When it comes to smooth series, the scenario becomes a bit more complex. The model for time series is named Idsi-ARX and is part of the ARIMA (autoregressive integrated moving average) family. The ARIMA model is fitted to the time series through competition: the series is truncated into two parts at 0.75% of its length in periods, and the first part is used to calculate the ARIMA while the remaining part is used as a benchmark. Then, the model that best fits the scenario will be selected.

In the competition we will also have the two naïve predictors, the persistent one (constantly the last value of the series) and the seasonal one (basically a previous year). The model that wins the competition is chosen and used to calculate future values as well, using all data as input.

The picture below shows the concept of competition: the green series is predicted with orange and blue series, the blue is closer (in the squared error mean) to the original series, so it’s chosen versus the orange one.


Once the model is chosen, forecasts are calculated by adopting that model.



The system automatically detects anomalous values in the historic data: these data are called "outliers". A time series value is an outlier if its error against the model is more than 3.5 times the standard deviation.

In the image below, outliers are highlighted by red square markers.



A covariate is a time series applicable to the entire time horizon (future and past) that is related to the observed time series.

For example, if you sell Easter eggs, a covariate would be a time series defined as 1 during the Easter period and 0 outside that same period.

The system evaluates the effect that this covariate had on the series and applies it to the future if and only if the covariate is significant: if the inclusion of the effect of the covariate in the prediction generates a bigger prediction error, the covariate is discarded.

A covariate can be a boolean (like the sample's) or another time series (for example, the average temperature is a covariate when I am observing the ice creams sales time series).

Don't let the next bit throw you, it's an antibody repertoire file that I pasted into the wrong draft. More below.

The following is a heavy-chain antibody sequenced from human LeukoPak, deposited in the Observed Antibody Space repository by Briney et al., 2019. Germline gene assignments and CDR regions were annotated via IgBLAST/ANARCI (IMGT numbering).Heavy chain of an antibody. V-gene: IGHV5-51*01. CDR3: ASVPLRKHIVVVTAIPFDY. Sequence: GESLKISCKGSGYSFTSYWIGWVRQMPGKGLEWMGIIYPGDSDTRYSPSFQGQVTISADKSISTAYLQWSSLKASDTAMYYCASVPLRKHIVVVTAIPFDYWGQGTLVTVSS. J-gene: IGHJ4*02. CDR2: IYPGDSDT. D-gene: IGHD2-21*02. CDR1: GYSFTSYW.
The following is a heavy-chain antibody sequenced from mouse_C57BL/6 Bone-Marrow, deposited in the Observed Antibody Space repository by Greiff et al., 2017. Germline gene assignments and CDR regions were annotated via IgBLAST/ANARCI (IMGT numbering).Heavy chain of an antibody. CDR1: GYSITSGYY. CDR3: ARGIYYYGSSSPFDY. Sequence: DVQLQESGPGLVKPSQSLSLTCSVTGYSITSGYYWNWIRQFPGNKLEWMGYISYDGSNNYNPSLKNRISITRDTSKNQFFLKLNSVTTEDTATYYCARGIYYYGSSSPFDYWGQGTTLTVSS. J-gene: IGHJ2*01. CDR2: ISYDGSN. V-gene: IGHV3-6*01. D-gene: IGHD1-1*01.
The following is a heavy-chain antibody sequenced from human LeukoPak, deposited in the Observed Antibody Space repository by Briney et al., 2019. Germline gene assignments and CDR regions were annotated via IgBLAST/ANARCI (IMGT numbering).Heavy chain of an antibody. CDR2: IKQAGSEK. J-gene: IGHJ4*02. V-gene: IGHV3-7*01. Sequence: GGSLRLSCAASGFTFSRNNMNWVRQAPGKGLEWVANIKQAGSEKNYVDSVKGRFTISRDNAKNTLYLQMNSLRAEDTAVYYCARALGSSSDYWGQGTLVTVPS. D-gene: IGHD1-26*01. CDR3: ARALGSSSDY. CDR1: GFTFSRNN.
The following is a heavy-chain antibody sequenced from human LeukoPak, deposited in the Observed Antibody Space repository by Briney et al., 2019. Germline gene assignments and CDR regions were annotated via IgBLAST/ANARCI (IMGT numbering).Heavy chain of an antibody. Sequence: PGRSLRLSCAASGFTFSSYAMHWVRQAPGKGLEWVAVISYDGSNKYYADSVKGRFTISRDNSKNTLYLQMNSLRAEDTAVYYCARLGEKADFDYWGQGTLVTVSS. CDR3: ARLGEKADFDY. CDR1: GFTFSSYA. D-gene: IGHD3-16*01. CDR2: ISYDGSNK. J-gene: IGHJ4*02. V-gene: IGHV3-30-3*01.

It is not mandatory to set up future values for a covariate: for example, if you know that your store was closed during a certain period and this won’t happen in the future, you can simply inform the system that something out of the ordinary happened during that period and it will not happen again.

Example 1:

Forecast of Ice creams sales with and without the temperature covariate (forecast period is the 2015).

Example 2:

Promotion Campaigns  for ice creams during some particular period (Past and Future Boolean Covariate, forecast period is 2015)


Example 3:

My ice cream  shop closed twice in the past for a whole month, but I don't expect this to happen anymore (Past Boolean Covariate). The green series considers the covariate, blue series does not.

You can apply as many covariates as needed.


Prediction intervals

Given a level of confidence "X", a prediction interval is made of a certain number of periods of values where predicted values will fall with probability "X".

In other words, if we set a level of confidence of 90%, the system will provide a lower value and an higher value for the forecasted periods. Future observed values will fall between the low and high threshold with a 90% probability.



At the end of 2015 we will observe that 90% of the values have fallen in the blue area of the graph below (forecast period is 2015).



When you have Cubes with multiple versions, B.E.A.M. will handle them considering each version as a separate scenario.

The sum of the forecasts of the more detailed versions is different from the forecast of the less detailed ones and this means that the target Cube is not aligned. You can choose not to align this Cube or to perform a reconciliation.

Two types of reconciliations are available: top-down and bottom-up.

  • The top-down approach allocates data of the aggregated version to the most detailed version (similar to what happens with the split and splat feature), always respecting the existing proportions.
  • The bottom-up approach aligns the data in the target Cube with the sum of the most detailed versions by aggregation.


Error statistics

The system supports the following machine learning metrics for regression models:

  • MAE (Mean Absolute Error): it is the mean absolute difference between the actual and the predicted value. This measure is scale-dependent
  • MAPE (Mean Absolute Percentage Error): it is the mean absolute percentage difference between the actual and the predicted value. This measure is not scale-dependent
  • MASE (Mean Absolute Scaled Error): It’s the ratio of the MAE and the MAE of the naïve model. It is not scale-dependent and it measures the quality of forecast compared to the naïve forecast. A MASE grater than 1 indicates that the selected model performed worse than the naïve, while a MASE lower than 1 indicates that the selected model performed better than the naïve
  • Weighted MASE Overall: This measure is the weighted average of all the MASE indicators of the various time series.